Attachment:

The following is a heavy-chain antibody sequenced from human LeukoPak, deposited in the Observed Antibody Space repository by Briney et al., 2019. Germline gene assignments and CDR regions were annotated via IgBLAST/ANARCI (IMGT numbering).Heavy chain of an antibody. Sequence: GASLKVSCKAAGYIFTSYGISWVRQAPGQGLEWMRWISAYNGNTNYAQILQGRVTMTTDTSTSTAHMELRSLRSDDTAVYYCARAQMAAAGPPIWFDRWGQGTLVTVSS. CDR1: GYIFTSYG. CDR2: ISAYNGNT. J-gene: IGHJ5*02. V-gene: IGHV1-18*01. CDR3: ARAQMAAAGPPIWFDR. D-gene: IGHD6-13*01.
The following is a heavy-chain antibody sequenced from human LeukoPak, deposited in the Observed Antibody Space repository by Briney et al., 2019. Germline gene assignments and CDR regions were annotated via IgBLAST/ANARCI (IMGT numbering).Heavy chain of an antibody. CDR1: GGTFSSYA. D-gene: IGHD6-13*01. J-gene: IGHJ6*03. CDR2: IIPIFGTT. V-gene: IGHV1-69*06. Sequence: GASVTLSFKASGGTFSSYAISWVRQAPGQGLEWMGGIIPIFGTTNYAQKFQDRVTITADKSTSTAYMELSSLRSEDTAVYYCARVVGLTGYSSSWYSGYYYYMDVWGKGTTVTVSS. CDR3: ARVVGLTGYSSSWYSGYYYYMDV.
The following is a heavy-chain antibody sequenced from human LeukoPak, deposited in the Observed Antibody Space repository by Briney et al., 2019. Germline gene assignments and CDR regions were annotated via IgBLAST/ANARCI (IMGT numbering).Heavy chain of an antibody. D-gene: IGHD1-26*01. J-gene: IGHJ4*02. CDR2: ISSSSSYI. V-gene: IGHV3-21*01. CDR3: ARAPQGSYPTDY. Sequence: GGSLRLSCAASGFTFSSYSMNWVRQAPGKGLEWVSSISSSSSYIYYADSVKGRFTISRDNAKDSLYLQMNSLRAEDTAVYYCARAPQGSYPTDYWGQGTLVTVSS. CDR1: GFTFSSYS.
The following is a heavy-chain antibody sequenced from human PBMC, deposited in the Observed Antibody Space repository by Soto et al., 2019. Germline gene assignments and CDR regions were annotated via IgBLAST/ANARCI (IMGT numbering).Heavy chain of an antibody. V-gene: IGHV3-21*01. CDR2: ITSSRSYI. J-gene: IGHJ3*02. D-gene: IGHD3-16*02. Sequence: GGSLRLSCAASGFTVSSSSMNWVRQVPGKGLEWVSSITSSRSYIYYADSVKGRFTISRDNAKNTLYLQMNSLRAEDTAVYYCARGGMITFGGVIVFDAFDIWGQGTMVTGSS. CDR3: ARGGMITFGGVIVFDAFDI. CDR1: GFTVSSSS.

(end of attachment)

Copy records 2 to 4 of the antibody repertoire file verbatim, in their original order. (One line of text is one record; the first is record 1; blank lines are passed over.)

The following is a heavy-chain antibody sequenced from human LeukoPak, deposited in the Observed Antibody Space repository by Briney et al., 2019. Germline gene assignments and CDR regions were annotated via IgBLAST/ANARCI (IMGT numbering).Heavy chain of an antibody. CDR1: GGTFSSYA. D-gene: IGHD6-13*01. J-gene: IGHJ6*03. CDR2: IIPIFGTT. V-gene: IGHV1-69*06. Sequence: GASVTLSFKASGGTFSSYAISWVRQAPGQGLEWMGGIIPIFGTTNYAQKFQDRVTITADKSTSTAYMELSSLRSEDTAVYYCARVVGLTGYSSSWYSGYYYYMDVWGKGTTVTVSS. CDR3: ARVVGLTGYSSSWYSGYYYYMDV.
The following is a heavy-chain antibody sequenced from human LeukoPak, deposited in the Observed Antibody Space repository by Briney et al., 2019. Germline gene assignments and CDR regions were annotated via IgBLAST/ANARCI (IMGT numbering).Heavy chain of an antibody. D-gene: IGHD1-26*01. J-gene: IGHJ4*02. CDR2: ISSSSSYI. V-gene: IGHV3-21*01. CDR3: ARAPQGSYPTDY. Sequence: GGSLRLSCAASGFTFSSYSMNWVRQAPGKGLEWVSSISSSSSYIYYADSVKGRFTISRDNAKDSLYLQMNSLRAEDTAVYYCARAPQGSYPTDYWGQGTLVTVSS. CDR1: GFTFSSYS.
The following is a heavy-chain antibody sequenced from human PBMC, deposited in the Observed Antibody Space repository by Soto et al., 2019. Germline gene assignments and CDR regions were annotated via IgBLAST/ANARCI (IMGT numbering).Heavy chain of an antibody. V-gene: IGHV3-21*01. CDR2: ITSSRSYI. J-gene: IGHJ3*02. D-gene: IGHD3-16*02. Sequence: GGSLRLSCAASGFTVSSSSMNWVRQVPGKGLEWVSSITSSRSYIYYADSVKGRFTISRDNAKNTLYLQMNSLRAEDTAVYYCARGGMITFGGVIVFDAFDIWGQGTMVTGSS. CDR3: ARGGMITFGGVIVFDAFDI. CDR1: GFTVSSSS.